Timberwolves' secret defensive recipe helped lead to Game 1 victory

Minnesota Timberwolves v Denver Nuggets - Game One
Minnesota Timberwolves v Denver Nuggets - Game One / Matthew Stockman/GettyImages

The 2023-24 Minnesota Timberwolves' claim to fame isn't Anthony Edwards; Sixth Man of the Year Naz Reid; or their extremely efficient offense. It's been their league-leading defense from the beginning of the season to the Western Conference Semifinals.

After acquiring three-time Defensive Player of the Year Rudy Gobert in a massive trade in 2022, the Wolves' defense has been revitalized. Prior to acquiring the stifling center, Minnesota resided near the bottom third of the league in defensive rating.

A year ago, the Wolves ranked 10th in the association in defensive rating. This past season, the Wolves led the league in both defensive rating and opponents points per game. Coincidentally, Gobert has been the driving force.

The former Utah Jazz pivot has never played for a team with a bottom-half defensive rating. This season, leading the NBA's best defense, he averaged 2.1 blocks per game and ranked as the stingiest interior defender in the league.

In the first round, the Wolves squared off against a perimeter-centric Phoenix Suns squad led by Kevin Durant, Devin Booker, and Bradley Beal. While Gobert's defensive presence was felt, the focus was more so on Edwards, Jaden McDaniels, and Nickeil Alexander-Walker as they dealt with the Suns' triumvirate.

In the second round, the Wolves' opponent—the Denver Nuggets—ranked fifth in the NBA in points in the paint. The driving force behind Denver's premier interior scoring was no other than MVP favorite, Nikola Jokic. Luckily for the Wolves, they roster one of the best defenders of the last decade to defend Jokic. However, instead of deploying Gobert, Minnesota used Karl-Anthony Towns as Jokic's primary defender.

Using Towns to match up against Jokic worked wonders for the Wolves defense. With the 7-footer defending the Serbian star, Minnesota's other 7-footer worked as a rover. Rather than sticking to the NBA's best player, Gobert was tasked with roaming the paint, awaiting driving Nuggets.

In Game 1, Towns defended Jokic for six-plus minutes. While defended by Towns, Jokic shot just 4-of-12 from the floor. The Denver big man also turned it over four times and didn't attempt a single free throw. Gobert's primary defensive assignment was Aaron Gordon, who only attempted two shots in nearly eight minutes while guarded by the Frenchman.

Gobert recorded three blocks and hauled in 12 defensive rebounds as the primary help defender. This defensive strategy led to Denver scoring less than 100 points and only recording 42 points in the paint—a 12-point decrease from their regular season average.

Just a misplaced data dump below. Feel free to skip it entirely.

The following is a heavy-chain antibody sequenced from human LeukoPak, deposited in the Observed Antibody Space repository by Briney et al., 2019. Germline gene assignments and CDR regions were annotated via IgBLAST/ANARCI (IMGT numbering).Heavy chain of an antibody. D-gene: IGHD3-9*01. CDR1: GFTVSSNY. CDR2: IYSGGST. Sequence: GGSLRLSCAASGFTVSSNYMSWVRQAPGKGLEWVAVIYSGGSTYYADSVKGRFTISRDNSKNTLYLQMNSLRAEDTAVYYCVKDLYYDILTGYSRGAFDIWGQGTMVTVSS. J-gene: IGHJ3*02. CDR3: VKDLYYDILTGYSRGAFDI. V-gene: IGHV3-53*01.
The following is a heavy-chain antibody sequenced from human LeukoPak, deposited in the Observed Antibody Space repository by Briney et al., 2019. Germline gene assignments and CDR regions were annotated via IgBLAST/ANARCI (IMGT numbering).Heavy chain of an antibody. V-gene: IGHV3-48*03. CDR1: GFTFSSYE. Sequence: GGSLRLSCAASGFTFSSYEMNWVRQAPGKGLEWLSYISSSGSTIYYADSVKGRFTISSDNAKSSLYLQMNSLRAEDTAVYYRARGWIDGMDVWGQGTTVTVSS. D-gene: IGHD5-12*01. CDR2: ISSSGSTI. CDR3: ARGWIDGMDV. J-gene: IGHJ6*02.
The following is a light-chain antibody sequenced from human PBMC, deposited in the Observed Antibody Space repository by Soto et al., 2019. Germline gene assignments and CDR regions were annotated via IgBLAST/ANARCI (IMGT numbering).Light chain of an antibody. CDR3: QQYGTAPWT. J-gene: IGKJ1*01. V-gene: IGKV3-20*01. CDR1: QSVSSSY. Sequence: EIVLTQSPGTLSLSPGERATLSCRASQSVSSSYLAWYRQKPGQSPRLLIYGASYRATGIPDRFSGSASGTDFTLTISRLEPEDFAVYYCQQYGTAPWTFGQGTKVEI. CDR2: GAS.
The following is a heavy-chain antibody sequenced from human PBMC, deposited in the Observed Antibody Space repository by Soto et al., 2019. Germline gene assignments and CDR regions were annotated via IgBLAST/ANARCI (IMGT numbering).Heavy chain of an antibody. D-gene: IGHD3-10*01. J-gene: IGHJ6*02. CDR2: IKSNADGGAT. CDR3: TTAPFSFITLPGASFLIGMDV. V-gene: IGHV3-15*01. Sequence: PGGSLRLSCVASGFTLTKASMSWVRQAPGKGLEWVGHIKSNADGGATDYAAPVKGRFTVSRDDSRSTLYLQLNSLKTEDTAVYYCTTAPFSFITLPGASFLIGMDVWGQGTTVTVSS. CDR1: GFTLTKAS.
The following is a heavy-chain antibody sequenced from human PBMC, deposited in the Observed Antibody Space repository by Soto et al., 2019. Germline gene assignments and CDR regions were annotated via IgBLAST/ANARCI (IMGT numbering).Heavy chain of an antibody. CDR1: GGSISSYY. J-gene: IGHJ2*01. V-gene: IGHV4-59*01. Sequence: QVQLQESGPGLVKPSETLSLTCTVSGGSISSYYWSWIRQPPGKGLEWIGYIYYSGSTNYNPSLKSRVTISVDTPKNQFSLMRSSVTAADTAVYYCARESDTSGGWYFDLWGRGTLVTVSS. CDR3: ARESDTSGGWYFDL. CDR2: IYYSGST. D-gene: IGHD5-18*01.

Although sticking Gobert on Jokic seems like the logical thing to do, he's best employed defending Gordon. In the regular season, the high-flying forward made just 29.0 percent of his triples. Whenever Gordon strays from the paint, Gobert is granted the luxury of patrolling the restricted area.

The remaining three starters' jobs are made easy with Gobert roaming the paint and Towns matched up with Jokic. Edwards and McDaniels are nearly interchangeable, as both players spent time defending Jamal Murray and Michael Porter Jr.

Mike Conley Jr., the Wolves' smallest starter, matched up with Kentavious Caldwell-Pope. The Nuggets guard didn't attempt one shot when defended by Conley Jr. His only recorded statistic was a turnover.

In five games against the Los Angeles Lakers, the Nuggets averaged 108.6 points, with 55.2 coming from inside the paint. Denver's biggest weakness was easily 3-point shooting in the first round. The Nuggets attempted 34.4 triples per game but made only 30.8 percent of those looks.

In Saturday's contest, Denver shot 13-of-41 from behind the arc—good for a 41.9 percent clip. Although the Nuggets shot quite well from distance, this is the best approach to slowing an efficient offense led by Jokic. In the regular season, Denver attempted a league-low, 31.2 threes per game.

Cutting off driving lanes, forcing outside shots, and limiting Jokic are all key for a successful series. One of Game 1's biggest takeaways was just that. Utilizing Gobert as a defensive free-safety forced the Nuggets to play an uncomfortable brand of basketball.